Alright, my first official food blog post – kind of scary.
I went for a long 4 months without a kitchen due to renovations. Yes the kitchen looks nice now but the thing I really care about is that I can eat real food again, and bake way too many yummy things! I was eating microwave meals mostly, and it actually drove me crazy a few times. There’s only so much frozen fettuccine alfredo, lasagna alfredo, and macaroni and cheese a person can eat. Anyway, I’ve been trying to bake and cook a lot recently.
Asian Beet and Tofu Salad (Moosewood Restaurant Daily Special)
My favourite thing I’ve made so far (not including the sugar cookies and the pumpkin loaf) was an Asian Beet and Tofu Salad (Moosewood Restaurant Daily Special). It was the second recipe I’ve tried out of the book and definitely one I’ll make again. I’ve always loved beets, and I mean really loved beets, but my experiences with them were only at the random family holiday dinner. Because of this, I thought that for beets to taste the way I knew them to taste, they had to be pickled (a stupid conclusion that kept me from beets for many years...) In the past few months, I’ve had beets in a couple of different restaurants and finally realized that they don’t have to be pickled to taste so incredibly delicious. And now that I’ve cooked beets once, I know that I’ll be eating a ton of them – at least for a while. I seriously can’t believe a vegetable could taste so perfect without adding anything to it. I do enjoy my veggies, but beets really rise above them all. In short, beets are awesome.
I was curious what the health benefit to eating beets was, and found out that they help protect against heart disease, some types of cancer, and birth defects (because they have tons of folic acid). They also have lots of manganese and potassium. (Source: 1, 2) Okay I’ll stop talking about beets (sadly), and now mention the tofu.
When I was in Tofino a month ago, I ate at Raincoast Café. I was a bit disappointed to find out that the only thing they had on the menu as a vegetarian entrée was a Thai marinated tofu steak that came with eggplant (a vegetable I have yet to love, or even like). How wrong I was to be disappointed with my choice. It was the most amazing tofu I’ve ever had – such good tofu that my boyfriend (steak lover and not a big fan of tofu), said that the tofu was better than his steak. The point here is that the tofu in the Moosewood recipe was very similar to the Raincoast Café tofu – so exciting! It’s not exactly the same, but similar enough that I’m sure I could tweak it, marinate the tofu for longer, and have delicious tofu as often as I want.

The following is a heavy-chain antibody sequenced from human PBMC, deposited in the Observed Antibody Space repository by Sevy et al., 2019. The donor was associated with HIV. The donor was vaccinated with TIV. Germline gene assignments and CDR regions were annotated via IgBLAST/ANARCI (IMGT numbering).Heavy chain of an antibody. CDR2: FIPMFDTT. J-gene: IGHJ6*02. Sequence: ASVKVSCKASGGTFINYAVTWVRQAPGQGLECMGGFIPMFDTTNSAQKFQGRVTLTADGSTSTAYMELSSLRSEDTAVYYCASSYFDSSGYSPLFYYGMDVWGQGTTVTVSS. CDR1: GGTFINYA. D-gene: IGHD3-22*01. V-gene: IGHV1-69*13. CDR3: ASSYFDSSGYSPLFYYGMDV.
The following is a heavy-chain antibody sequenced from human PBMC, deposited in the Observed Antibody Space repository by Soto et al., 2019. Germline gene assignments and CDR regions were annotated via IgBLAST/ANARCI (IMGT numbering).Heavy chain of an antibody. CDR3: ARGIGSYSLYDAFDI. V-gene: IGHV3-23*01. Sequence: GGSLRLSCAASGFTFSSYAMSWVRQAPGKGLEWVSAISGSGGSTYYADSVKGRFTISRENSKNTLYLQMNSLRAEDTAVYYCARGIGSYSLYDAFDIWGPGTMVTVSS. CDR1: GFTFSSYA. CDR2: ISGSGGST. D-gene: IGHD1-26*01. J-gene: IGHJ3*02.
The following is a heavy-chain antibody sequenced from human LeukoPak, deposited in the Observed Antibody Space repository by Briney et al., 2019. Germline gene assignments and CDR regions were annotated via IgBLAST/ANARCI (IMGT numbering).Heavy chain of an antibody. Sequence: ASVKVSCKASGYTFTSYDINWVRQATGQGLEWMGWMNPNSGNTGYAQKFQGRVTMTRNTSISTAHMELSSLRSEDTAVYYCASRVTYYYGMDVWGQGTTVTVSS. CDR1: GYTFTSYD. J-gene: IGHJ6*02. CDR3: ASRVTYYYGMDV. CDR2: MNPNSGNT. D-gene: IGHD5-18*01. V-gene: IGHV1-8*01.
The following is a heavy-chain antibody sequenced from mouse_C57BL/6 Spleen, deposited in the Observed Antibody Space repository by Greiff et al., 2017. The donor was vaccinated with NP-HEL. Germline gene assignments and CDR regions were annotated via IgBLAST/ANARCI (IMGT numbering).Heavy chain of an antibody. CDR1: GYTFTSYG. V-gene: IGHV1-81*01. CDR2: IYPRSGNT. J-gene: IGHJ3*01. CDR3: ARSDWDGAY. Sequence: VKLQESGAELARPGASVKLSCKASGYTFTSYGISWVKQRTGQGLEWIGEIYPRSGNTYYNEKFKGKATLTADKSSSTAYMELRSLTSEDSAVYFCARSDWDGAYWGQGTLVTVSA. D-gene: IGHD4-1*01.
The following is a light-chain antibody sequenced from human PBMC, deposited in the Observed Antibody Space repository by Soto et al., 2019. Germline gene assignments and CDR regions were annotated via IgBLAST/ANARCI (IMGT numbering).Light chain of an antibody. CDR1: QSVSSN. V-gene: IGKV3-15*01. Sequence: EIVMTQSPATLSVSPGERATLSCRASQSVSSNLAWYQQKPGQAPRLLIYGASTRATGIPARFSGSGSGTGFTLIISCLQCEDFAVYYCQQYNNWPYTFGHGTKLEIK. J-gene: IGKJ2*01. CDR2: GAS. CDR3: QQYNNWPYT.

The tofu turns bright pink when mixed with the beets! Ah, beets.
Asian Beet and Tofu Salad
(Adapted from Moosewood Restaurant Daily Special)
4 fresh beets, roots and stems removed (about 3-inch diameter)
1 cake of tofu (about 16 ounces)
10 ounces of spinach, rinsed and stemmed
1/3 cup soy sauce
1/2 cup fresh lemon juice
4 garlic cloves, minced or pressed
1 tablespoon grated ginger
1/4 cup chopped green onions
1 green onion, sliced on the extreme diagonal
1. In a covered saucepan, simmer the beets in boiling water to cover for 25 to 35 minutes, until tender and easily pierced with a knife. Meanwhile, place the tofu between two plates, weight the top plate with a heavy object, and press for 20 minutes.
2. In a saucepan, bring about 1/2 inch of water to a boil. Add the spinach, cover, and steam for 3 to 4 minutes, until just wilted but still bright green. Place the spinach in a colander and set aside to drain and cool. Press to remove some liquid and coarsely chop.
3. While the spinach cools, whisk together the marinade ingredients and pour into a large shallow bowl. Cut the pressed tofu into 3/4-inch cubes and add it to the bowl. Stir to coat evenly and set aside for about 10 minutes.
4. When the beets are tender, drain and rinse with cold water until they can be handled comfortably. Remove the skins by gently squeezing the beets under cold running water. Quarter each beet and cut into 1/4-inch-thick slices.
5. Set aside the tofu, leaving the marinade in the bowl. Add the beet slices to the marinade, stir well, and set aside for 10 minutes. Transfer the beets from the marinade to the serving dish. Add the chopped spinach to the marinade and toss lightly, then arrange it around the beets. Mound the tofu in the center and top with the sliced green onions. (my note: No reason really to add the beets to the marinade, or even the spinach if you don't feel like it. You can just mix everything up all together (after marinating the tofu for a while, overnight if you can) if you don't care about presentation.)